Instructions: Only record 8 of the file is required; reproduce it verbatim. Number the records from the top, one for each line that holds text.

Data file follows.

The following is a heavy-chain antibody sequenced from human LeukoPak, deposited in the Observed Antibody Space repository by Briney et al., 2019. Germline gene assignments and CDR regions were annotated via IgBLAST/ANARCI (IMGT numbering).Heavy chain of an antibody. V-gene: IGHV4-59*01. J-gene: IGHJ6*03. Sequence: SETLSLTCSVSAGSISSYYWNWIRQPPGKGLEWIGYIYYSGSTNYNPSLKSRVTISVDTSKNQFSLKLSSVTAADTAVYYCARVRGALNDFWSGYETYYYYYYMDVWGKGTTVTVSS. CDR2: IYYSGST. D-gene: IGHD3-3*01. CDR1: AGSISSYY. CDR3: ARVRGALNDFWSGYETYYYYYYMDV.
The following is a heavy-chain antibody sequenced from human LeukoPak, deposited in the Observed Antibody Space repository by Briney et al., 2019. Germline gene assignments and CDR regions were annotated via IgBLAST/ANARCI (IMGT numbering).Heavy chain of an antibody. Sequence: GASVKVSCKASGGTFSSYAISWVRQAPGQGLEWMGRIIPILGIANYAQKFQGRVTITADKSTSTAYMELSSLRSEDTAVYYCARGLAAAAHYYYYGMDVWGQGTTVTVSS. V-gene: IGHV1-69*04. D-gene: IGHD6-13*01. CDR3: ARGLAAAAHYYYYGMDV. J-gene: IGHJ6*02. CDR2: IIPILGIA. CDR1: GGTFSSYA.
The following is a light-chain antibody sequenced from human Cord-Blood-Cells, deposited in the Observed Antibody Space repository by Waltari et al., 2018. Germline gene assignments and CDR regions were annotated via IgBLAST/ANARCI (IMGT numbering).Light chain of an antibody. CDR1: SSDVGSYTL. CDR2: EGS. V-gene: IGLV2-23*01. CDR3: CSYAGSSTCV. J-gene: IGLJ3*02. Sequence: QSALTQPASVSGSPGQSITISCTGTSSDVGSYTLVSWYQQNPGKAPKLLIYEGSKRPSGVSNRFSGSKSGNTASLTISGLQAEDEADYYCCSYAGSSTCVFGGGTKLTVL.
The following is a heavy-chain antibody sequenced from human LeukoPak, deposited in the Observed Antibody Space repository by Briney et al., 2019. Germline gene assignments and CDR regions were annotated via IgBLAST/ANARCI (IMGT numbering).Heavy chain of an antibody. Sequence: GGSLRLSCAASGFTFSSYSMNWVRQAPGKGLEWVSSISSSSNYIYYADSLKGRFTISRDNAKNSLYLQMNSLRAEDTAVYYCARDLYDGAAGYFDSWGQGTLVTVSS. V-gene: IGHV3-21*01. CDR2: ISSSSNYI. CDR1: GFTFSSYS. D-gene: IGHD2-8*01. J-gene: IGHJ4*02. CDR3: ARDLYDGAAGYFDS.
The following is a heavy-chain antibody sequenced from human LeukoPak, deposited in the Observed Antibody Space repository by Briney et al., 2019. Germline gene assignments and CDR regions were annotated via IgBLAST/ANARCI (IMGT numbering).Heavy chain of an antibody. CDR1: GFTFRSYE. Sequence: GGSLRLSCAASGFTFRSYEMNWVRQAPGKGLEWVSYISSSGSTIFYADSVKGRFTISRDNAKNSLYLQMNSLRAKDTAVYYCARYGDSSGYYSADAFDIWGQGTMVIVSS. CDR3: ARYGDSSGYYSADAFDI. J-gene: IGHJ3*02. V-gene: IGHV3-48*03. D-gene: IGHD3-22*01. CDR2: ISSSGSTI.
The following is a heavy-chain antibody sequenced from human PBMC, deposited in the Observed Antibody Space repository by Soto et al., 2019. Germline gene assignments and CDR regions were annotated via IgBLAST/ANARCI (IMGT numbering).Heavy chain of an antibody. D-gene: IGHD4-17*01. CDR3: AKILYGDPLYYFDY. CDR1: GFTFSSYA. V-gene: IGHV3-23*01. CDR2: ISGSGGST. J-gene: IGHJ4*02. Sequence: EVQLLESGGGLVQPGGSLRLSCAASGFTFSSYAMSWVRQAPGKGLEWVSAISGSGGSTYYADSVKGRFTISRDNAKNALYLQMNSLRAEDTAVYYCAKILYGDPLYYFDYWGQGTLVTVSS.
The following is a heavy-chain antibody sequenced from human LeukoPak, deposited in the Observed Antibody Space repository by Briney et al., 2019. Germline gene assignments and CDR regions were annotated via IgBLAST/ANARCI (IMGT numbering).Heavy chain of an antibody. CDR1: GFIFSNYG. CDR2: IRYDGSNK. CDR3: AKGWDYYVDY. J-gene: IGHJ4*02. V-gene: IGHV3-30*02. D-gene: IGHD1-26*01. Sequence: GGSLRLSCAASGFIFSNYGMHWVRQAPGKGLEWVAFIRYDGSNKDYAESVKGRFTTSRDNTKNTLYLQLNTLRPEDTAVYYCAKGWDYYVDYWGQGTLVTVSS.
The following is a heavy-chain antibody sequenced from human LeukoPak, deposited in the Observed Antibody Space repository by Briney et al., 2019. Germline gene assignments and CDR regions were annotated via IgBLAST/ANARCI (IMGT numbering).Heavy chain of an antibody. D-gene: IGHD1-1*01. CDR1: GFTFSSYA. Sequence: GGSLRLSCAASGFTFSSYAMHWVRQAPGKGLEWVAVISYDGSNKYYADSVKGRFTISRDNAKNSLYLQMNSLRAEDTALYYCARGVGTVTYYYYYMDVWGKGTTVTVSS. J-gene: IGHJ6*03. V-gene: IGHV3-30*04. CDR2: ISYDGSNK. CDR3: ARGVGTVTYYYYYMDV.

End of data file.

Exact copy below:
The following is a heavy-chain antibody sequenced from human LeukoPak, deposited in the Observed Antibody Space repository by Briney et al., 2019. Germline gene assignments and CDR regions were annotated via IgBLAST/ANARCI (IMGT numbering).Heavy chain of an antibody. D-gene: IGHD1-1*01. CDR1: GFTFSSYA. Sequence: GGSLRLSCAASGFTFSSYAMHWVRQAPGKGLEWVAVISYDGSNKYYADSVKGRFTISRDNAKNSLYLQMNSLRAEDTALYYCARGVGTVTYYYYYMDVWGKGTTVTVSS. J-gene: IGHJ6*03. V-gene: IGHV3-30*04. CDR2: ISYDGSNK. CDR3: ARGVGTVTYYYYYMDV.